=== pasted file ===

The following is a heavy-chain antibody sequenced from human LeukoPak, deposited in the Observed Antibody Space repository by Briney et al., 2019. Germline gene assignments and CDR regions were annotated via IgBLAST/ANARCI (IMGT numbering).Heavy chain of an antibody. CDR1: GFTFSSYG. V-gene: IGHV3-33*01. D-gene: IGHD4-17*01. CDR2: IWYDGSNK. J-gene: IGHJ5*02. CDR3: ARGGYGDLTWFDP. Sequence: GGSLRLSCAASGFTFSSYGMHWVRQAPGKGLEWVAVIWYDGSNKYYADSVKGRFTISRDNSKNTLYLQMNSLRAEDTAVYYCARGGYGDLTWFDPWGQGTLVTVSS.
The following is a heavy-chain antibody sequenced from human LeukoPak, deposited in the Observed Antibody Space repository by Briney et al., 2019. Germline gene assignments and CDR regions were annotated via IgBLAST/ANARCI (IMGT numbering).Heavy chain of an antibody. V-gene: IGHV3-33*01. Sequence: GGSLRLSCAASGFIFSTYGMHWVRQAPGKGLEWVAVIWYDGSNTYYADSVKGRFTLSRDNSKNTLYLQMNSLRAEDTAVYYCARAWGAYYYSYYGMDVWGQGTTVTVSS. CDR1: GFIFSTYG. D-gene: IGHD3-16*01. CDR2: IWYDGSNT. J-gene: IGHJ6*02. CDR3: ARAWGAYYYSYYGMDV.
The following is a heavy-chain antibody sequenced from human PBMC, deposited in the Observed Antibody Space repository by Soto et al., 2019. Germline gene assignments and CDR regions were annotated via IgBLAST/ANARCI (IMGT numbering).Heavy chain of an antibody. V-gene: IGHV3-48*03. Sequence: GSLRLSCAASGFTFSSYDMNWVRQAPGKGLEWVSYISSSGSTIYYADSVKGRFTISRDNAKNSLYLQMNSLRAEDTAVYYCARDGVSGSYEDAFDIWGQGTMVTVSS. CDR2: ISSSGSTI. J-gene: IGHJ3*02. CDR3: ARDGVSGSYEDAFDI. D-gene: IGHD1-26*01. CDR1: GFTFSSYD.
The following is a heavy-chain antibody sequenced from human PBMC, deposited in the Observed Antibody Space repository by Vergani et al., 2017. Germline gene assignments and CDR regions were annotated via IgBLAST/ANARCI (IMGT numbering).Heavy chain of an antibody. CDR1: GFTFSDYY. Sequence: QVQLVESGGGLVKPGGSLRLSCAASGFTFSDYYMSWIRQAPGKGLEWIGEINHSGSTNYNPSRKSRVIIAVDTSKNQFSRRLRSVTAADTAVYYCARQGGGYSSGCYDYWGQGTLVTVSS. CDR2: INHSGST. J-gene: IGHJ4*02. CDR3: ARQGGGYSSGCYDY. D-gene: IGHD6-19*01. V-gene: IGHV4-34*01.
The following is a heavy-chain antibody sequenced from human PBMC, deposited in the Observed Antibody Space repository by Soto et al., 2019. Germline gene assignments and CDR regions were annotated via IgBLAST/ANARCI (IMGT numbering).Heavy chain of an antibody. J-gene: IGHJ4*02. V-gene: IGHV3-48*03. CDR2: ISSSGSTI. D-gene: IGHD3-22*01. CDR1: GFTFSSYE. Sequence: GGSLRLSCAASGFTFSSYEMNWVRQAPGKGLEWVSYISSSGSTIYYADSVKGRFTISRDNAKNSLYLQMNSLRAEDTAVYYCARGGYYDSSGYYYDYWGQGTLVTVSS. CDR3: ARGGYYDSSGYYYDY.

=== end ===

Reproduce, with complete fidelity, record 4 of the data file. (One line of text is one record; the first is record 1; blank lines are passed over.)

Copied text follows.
The following is a heavy-chain antibody sequenced from human PBMC, deposited in the Observed Antibody Space repository by Vergani et al., 2017. Germline gene assignments and CDR regions were annotated via IgBLAST/ANARCI (IMGT numbering).Heavy chain of an antibody. CDR1: GFTFSDYY. Sequence: QVQLVESGGGLVKPGGSLRLSCAASGFTFSDYYMSWIRQAPGKGLEWIGEINHSGSTNYNPSRKSRVIIAVDTSKNQFSRRLRSVTAADTAVYYCARQGGGYSSGCYDYWGQGTLVTVSS. CDR2: INHSGST. J-gene: IGHJ4*02. CDR3: ARQGGGYSSGCYDY. D-gene: IGHD6-19*01. V-gene: IGHV4-34*01.